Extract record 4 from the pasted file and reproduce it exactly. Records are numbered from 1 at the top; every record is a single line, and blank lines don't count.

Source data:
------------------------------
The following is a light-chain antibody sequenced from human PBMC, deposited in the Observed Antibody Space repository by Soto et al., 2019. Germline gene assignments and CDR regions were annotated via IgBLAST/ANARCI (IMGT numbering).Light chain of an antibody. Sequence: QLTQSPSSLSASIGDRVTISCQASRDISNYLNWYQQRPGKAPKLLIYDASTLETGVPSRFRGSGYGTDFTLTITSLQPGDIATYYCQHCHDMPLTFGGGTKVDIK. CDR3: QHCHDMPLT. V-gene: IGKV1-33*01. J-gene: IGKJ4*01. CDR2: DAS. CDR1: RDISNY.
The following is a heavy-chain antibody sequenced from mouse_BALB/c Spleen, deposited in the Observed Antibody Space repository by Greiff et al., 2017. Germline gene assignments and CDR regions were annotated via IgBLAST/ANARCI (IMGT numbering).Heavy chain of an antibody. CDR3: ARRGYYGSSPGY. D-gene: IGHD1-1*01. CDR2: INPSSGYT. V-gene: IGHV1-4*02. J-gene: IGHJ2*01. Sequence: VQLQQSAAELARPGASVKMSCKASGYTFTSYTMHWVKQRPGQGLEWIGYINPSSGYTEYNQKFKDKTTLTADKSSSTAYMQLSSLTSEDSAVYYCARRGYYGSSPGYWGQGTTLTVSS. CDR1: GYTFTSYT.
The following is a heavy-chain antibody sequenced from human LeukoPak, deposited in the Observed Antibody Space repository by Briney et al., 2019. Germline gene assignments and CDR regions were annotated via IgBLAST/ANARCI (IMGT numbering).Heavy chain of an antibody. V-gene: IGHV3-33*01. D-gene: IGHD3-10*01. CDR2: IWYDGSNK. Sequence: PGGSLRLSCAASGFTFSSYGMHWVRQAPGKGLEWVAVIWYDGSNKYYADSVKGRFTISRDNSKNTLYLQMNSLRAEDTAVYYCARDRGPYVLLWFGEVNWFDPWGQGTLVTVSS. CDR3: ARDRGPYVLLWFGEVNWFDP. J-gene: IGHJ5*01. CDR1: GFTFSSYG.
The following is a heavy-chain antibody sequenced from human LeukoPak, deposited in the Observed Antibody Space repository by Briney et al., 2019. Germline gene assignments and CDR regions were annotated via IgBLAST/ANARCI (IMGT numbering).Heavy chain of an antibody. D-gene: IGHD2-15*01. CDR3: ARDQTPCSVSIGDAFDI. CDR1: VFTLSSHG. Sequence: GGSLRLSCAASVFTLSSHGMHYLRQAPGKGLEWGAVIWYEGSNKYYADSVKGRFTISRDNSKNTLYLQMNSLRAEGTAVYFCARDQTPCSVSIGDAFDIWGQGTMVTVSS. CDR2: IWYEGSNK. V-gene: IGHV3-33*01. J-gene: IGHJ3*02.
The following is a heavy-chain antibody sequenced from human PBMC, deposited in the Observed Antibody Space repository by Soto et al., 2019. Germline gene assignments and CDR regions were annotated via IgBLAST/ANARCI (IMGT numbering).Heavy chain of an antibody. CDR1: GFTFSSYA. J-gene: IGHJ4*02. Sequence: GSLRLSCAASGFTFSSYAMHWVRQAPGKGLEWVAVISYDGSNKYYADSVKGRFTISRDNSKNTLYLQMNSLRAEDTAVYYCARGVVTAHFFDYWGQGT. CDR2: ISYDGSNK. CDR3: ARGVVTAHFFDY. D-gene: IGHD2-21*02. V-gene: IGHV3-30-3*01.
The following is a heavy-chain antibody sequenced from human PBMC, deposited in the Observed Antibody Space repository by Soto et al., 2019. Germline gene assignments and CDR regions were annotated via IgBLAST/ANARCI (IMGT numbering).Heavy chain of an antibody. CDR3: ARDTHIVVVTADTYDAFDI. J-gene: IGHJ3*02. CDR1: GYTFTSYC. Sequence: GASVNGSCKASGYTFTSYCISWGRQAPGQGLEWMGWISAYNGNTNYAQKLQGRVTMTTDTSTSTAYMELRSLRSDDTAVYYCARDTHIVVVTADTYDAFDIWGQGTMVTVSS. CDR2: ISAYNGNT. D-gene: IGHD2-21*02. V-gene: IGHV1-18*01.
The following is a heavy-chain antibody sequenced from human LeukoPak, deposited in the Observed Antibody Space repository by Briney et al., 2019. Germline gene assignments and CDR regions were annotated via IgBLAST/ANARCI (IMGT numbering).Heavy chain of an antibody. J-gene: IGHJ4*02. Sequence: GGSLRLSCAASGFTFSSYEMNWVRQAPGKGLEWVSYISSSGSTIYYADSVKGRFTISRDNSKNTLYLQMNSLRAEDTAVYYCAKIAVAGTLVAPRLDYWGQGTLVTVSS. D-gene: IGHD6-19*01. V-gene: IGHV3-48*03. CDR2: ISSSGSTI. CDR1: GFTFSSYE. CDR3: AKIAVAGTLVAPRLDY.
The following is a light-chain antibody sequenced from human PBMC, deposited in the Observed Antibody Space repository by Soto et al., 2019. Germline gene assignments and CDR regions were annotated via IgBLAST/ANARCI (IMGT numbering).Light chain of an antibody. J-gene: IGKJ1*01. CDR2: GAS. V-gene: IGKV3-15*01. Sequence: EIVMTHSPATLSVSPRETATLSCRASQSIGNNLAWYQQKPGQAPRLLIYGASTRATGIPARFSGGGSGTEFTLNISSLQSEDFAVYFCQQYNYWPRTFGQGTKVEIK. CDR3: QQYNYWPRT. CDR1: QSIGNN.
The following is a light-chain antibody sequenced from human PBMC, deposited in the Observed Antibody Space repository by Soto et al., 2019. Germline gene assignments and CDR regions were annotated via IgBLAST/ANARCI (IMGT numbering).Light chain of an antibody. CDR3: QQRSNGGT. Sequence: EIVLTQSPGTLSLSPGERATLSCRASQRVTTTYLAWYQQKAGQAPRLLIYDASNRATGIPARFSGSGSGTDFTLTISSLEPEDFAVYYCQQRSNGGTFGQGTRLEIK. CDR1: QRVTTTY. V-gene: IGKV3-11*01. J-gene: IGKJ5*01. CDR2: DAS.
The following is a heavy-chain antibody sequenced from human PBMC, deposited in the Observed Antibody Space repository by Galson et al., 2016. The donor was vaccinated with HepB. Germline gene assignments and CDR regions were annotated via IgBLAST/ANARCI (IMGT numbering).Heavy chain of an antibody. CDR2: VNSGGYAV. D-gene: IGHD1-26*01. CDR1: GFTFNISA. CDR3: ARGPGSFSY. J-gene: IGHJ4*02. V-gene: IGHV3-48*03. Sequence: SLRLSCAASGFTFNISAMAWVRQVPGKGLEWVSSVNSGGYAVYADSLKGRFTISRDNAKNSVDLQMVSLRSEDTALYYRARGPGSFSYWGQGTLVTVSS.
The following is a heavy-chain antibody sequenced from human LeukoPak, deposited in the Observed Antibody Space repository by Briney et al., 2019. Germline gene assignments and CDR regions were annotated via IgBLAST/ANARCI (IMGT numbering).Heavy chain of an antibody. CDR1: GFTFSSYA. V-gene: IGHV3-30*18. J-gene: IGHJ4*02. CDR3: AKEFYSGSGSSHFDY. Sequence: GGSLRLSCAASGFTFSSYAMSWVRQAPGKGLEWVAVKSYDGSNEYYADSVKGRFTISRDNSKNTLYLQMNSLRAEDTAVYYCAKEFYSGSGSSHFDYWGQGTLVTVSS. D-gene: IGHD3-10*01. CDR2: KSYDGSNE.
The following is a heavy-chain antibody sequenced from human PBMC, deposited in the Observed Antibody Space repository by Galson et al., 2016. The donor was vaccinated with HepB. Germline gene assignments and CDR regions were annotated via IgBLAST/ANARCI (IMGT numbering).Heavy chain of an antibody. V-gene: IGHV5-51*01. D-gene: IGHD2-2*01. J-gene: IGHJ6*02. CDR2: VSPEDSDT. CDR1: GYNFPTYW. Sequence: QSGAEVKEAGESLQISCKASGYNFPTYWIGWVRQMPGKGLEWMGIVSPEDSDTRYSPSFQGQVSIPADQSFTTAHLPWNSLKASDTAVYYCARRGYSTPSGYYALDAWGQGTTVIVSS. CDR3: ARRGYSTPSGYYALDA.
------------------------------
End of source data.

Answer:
The following is a heavy-chain antibody sequenced from human LeukoPak, deposited in the Observed Antibody Space repository by Briney et al., 2019. Germline gene assignments and CDR regions were annotated via IgBLAST/ANARCI (IMGT numbering).Heavy chain of an antibody. D-gene: IGHD2-15*01. CDR3: ARDQTPCSVSIGDAFDI. CDR1: VFTLSSHG. Sequence: GGSLRLSCAASVFTLSSHGMHYLRQAPGKGLEWGAVIWYEGSNKYYADSVKGRFTISRDNSKNTLYLQMNSLRAEGTAVYFCARDQTPCSVSIGDAFDIWGQGTMVTVSS. CDR2: IWYEGSNK. V-gene: IGHV3-33*01. J-gene: IGHJ3*02.